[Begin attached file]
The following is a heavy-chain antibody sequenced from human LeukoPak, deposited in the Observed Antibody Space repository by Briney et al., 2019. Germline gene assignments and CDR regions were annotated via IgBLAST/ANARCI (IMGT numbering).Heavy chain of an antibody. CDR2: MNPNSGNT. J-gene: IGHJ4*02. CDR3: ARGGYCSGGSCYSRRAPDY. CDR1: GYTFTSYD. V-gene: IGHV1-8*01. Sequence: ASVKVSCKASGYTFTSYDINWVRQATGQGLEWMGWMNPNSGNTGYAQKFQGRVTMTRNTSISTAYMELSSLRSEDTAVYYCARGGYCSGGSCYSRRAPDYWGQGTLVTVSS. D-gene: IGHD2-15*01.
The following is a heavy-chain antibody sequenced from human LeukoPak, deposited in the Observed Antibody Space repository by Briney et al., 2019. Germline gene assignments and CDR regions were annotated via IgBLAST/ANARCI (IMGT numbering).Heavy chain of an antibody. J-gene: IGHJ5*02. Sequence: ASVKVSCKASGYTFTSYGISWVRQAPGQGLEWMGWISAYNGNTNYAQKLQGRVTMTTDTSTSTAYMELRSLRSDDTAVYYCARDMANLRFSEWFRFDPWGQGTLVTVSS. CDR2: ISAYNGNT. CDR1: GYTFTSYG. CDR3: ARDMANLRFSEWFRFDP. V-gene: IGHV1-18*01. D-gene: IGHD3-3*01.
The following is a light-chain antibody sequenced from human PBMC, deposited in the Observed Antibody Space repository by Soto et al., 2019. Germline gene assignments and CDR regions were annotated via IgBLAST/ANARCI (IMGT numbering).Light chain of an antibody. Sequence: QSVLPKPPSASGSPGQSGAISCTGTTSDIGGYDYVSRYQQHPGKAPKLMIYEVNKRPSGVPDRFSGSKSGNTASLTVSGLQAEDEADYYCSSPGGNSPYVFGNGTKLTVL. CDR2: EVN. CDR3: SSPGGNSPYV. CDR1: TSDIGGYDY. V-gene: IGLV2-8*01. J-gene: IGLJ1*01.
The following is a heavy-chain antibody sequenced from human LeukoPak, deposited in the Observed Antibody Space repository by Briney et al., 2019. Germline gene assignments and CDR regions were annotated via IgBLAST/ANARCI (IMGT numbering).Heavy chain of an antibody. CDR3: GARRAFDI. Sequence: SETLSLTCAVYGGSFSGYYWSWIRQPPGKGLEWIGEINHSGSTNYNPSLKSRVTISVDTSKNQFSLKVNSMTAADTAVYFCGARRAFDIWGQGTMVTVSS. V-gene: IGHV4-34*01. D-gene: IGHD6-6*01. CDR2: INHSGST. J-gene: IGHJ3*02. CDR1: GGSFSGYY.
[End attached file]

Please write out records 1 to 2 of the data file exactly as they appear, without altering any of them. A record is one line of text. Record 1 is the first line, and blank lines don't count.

The following is a heavy-chain antibody sequenced from human LeukoPak, deposited in the Observed Antibody Space repository by Briney et al., 2019. Germline gene assignments and CDR regions were annotated via IgBLAST/ANARCI (IMGT numbering).Heavy chain of an antibody. CDR2: MNPNSGNT. J-gene: IGHJ4*02. CDR3: ARGGYCSGGSCYSRRAPDY. CDR1: GYTFTSYD. V-gene: IGHV1-8*01. Sequence: ASVKVSCKASGYTFTSYDINWVRQATGQGLEWMGWMNPNSGNTGYAQKFQGRVTMTRNTSISTAYMELSSLRSEDTAVYYCARGGYCSGGSCYSRRAPDYWGQGTLVTVSS. D-gene: IGHD2-15*01.
The following is a heavy-chain antibody sequenced from human LeukoPak, deposited in the Observed Antibody Space repository by Briney et al., 2019. Germline gene assignments and CDR regions were annotated via IgBLAST/ANARCI (IMGT numbering).Heavy chain of an antibody. J-gene: IGHJ5*02. Sequence: ASVKVSCKASGYTFTSYGISWVRQAPGQGLEWMGWISAYNGNTNYAQKLQGRVTMTTDTSTSTAYMELRSLRSDDTAVYYCARDMANLRFSEWFRFDPWGQGTLVTVSS. CDR2: ISAYNGNT. CDR1: GYTFTSYG. CDR3: ARDMANLRFSEWFRFDP. V-gene: IGHV1-18*01. D-gene: IGHD3-3*01.